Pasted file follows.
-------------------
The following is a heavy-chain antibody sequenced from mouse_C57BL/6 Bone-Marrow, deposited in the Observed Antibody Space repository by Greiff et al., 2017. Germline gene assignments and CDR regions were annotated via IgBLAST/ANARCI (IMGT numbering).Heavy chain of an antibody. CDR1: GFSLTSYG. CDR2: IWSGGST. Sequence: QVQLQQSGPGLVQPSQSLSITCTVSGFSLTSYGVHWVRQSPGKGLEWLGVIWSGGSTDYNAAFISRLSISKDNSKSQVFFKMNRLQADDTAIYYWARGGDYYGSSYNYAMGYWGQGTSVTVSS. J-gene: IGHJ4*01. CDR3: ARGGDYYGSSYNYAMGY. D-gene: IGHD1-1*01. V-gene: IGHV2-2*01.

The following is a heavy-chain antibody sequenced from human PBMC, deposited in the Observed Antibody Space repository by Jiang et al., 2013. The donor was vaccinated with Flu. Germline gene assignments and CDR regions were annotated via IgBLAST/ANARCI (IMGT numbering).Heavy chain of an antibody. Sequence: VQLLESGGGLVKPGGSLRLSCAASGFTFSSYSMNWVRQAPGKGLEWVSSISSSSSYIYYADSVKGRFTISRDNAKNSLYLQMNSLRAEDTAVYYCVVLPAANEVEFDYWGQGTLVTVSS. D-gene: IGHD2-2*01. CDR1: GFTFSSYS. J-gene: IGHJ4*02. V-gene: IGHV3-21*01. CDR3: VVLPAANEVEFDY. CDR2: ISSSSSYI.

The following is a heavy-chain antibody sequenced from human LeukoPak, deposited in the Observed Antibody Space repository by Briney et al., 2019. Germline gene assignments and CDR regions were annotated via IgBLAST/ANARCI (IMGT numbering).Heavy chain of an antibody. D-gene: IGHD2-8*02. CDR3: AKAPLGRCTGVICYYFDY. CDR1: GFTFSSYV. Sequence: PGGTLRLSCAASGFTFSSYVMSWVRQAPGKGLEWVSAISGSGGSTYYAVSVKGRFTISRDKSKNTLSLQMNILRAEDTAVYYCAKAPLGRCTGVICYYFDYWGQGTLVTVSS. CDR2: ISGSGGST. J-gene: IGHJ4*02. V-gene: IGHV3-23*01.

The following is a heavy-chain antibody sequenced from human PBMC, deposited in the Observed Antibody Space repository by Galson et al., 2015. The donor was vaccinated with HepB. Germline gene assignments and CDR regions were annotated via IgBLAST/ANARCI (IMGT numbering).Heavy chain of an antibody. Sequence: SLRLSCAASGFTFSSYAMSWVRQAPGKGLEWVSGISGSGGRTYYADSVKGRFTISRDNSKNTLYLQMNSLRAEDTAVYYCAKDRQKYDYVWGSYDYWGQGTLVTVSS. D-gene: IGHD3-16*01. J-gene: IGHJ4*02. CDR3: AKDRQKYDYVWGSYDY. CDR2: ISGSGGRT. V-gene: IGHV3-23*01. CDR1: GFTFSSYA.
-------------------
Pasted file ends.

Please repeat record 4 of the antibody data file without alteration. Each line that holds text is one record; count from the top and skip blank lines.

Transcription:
The following is a heavy-chain antibody sequenced from human PBMC, deposited in the Observed Antibody Space repository by Galson et al., 2015. The donor was vaccinated with HepB. Germline gene assignments and CDR regions were annotated via IgBLAST/ANARCI (IMGT numbering).Heavy chain of an antibody. Sequence: SLRLSCAASGFTFSSYAMSWVRQAPGKGLEWVSGISGSGGRTYYADSVKGRFTISRDNSKNTLYLQMNSLRAEDTAVYYCAKDRQKYDYVWGSYDYWGQGTLVTVSS. D-gene: IGHD3-16*01. J-gene: IGHJ4*02. CDR3: AKDRQKYDYVWGSYDY. CDR2: ISGSGGRT. V-gene: IGHV3-23*01. CDR1: GFTFSSYA.